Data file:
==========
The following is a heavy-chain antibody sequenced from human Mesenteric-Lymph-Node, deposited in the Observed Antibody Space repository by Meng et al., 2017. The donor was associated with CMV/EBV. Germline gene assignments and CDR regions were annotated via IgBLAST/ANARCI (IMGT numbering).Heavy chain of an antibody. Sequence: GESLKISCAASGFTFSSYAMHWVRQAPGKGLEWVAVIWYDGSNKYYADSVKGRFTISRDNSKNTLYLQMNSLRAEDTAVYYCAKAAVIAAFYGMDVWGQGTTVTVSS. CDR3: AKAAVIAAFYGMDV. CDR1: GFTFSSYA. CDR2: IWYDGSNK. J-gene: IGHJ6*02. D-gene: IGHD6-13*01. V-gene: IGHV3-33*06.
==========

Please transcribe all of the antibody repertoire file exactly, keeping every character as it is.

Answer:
The following is a heavy-chain antibody sequenced from human Mesenteric-Lymph-Node, deposited in the Observed Antibody Space repository by Meng et al., 2017. The donor was associated with CMV/EBV. Germline gene assignments and CDR regions were annotated via IgBLAST/ANARCI (IMGT numbering).Heavy chain of an antibody. Sequence: GESLKISCAASGFTFSSYAMHWVRQAPGKGLEWVAVIWYDGSNKYYADSVKGRFTISRDNSKNTLYLQMNSLRAEDTAVYYCAKAAVIAAFYGMDVWGQGTTVTVSS. CDR3: AKAAVIAAFYGMDV. CDR1: GFTFSSYA. CDR2: IWYDGSNK. J-gene: IGHJ6*02. D-gene: IGHD6-13*01. V-gene: IGHV3-33*06.